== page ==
To Visit Your Husband: Harriet Lawson’s Pass, 1832
Harriet Lawson carried this pass to visit her husband, Caleb, at work in a nearby town. As free blacks, the Lawsons could legally marry, but Maryland placed limits on their liberty. If they traveled without a pass, they could be fined $20 or sold into slavery.
The Back of Lawson’s Pass
If stopped, Lawson would face the humiliation of being physically inspected. This pass described her as: “Black, 29 yrs of age five feet high has a mole on the right side of her right eye no other perceptible mark.”
Source: Nancy Bercaw, Curator, Slavery and Freedom
A free woman's pass for a free African American woman, Harriet Lawson, to visit her husband Caleb Lawson, signed in Frederick County, Maryland, on May 21, 1832. Davis Richardson is listed as the witness. The pass is on a single sheet of paper. There is handwriting in ink on both recto and verso, handwriting in pencil on verso only. The proper right side has discoloration and abrasions with loss of paper along the edge but no apparent loss of text. The ink writing from the verso side is visible faintly through to the recto side. Creases remain from the pass having been folded twice, once lengthwise and once widthwise.
The taper holder is a silver plated piece with three hallmarks or maker's marks pressed into the rim of the saucer/dish base. The center of the dish curves upward to support two curved parabolic prongs which curve out and up before meeting again at the top of the piece where they support a small metal cylinder with a circle cut in its center. A spool of candle wax wound on a thin metal rod with an oval handle is parallel to the base; the wax taper is threaded through the round metal piece at the top. There is a silver handle melded to rim just under the oval handle of the spool which unspools the beeswax taper. A small cone shaped candle-snuffer is attached to the PL prong by a hanging chain.
The glasses have round, circular lenses and thin metal temple bars made of the same material that frames the lenses. There are small, browned nose pads attached to the bridge. The glasses rest on a small, worn pink cloth inside of a velvet lined case. The case is metal and mostly covered with a patterned black material. Fading, illegible silver lettering is centered on the top lid of the case.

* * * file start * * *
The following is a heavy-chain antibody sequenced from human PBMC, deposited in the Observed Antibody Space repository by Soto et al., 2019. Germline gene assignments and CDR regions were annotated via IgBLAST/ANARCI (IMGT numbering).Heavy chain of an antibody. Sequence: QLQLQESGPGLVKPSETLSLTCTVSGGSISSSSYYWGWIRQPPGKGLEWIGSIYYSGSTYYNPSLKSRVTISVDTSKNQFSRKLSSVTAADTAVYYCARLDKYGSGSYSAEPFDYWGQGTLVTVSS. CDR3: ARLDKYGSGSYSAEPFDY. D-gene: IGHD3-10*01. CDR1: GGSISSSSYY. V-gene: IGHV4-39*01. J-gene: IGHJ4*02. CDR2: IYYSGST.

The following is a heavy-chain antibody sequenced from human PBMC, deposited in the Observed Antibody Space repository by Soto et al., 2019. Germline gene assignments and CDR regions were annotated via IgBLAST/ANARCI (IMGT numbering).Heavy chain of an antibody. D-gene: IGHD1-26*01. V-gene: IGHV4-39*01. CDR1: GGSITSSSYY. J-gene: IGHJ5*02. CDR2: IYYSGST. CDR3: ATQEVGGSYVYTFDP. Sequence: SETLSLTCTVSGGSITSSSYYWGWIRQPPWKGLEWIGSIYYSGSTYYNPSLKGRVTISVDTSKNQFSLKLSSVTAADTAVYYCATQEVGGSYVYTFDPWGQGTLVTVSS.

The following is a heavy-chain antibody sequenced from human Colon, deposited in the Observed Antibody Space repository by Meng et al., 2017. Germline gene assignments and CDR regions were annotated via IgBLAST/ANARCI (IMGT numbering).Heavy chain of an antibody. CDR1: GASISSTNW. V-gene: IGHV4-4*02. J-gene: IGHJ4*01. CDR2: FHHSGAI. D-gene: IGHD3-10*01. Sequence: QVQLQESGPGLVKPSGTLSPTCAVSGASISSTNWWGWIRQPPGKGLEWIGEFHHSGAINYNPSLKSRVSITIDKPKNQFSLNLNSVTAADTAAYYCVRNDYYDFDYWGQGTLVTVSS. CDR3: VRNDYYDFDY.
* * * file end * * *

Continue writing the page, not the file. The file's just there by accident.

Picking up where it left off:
The book is hardback and brown in color; almost completely absent of design, it is only marked with the title printed on its spine in horizontally oriented gold text on a narrow section of black cover which is a slightly different material than the rest of the brown cover. The text reads [BOLLES'/PHONOGRAPHIC PRONOUNCING/DICTIONARY]. There are two embossed horizontal lines below the title on the spine.
An appraisal conducted on September 10, 1852 on a plantation owned by Elisha F. King in Bibbs County, Alabama. The appraisal is handwritten with blue ink, recorded on both sides of a single sheet of blue paper, folded in half to make four pages. Written in the top left corner of the front side is “State of Alabama / Perry County.” The document begins “Perry City personally appraised before me Sh[illegible] W. Sanders an acting Justice of the Piece [sic] in for said count John Edmond, [illegible] B. Moolley, Obadiah Belcher commissioners appointed by the House J. F. Bailey Judge of the probate court of Perry County for the purpose of appraising the personal property belonging to the estate of the late E. F. King…” The appraisal goes on to list the property at the plantation in Bibbs County, Alabama, over two pages. Making up the majority of the property are fourty-three enslaved men, women and children, listed as "negroes" with names and prices ranging from $350 to $1000. The enslaved are identified as:
Sarah & Child, Lucy & Child, Lane & 2 Children, Betty, Amy & 2 children, Mariah, Anacy, Tilda & 2 children, Catherine, Ann, Nelly, Rachael, Lizy, Susan, Mahaby, Phelan, Joseph, Caroline, Stokes, Jordain, Aalade, Dotia, Frank, Jacob, Merida, Noah, Sam, Moses, Fil, Jack, Isrel, Ben, Elijah, George, Mat
In addition to the enslaved persons, the property listing includes ten mules, also identified with names and prices, six cows and calves, 5 head of sheep, and other livestock; spades, hoes, iron wedges, blacksmith tools, a cotton gin and other plantation tools, a lot of bacon, and household furniture.
On the opposite side of the paper is a one page signed statement by Edwin W. King verifying the appraisal listing, dated September 21, 1852, and another page with the title "List of notes belonging to E of E.F. King." The page lists 15 debts with names, due dates, and amounts totaling $2617.60.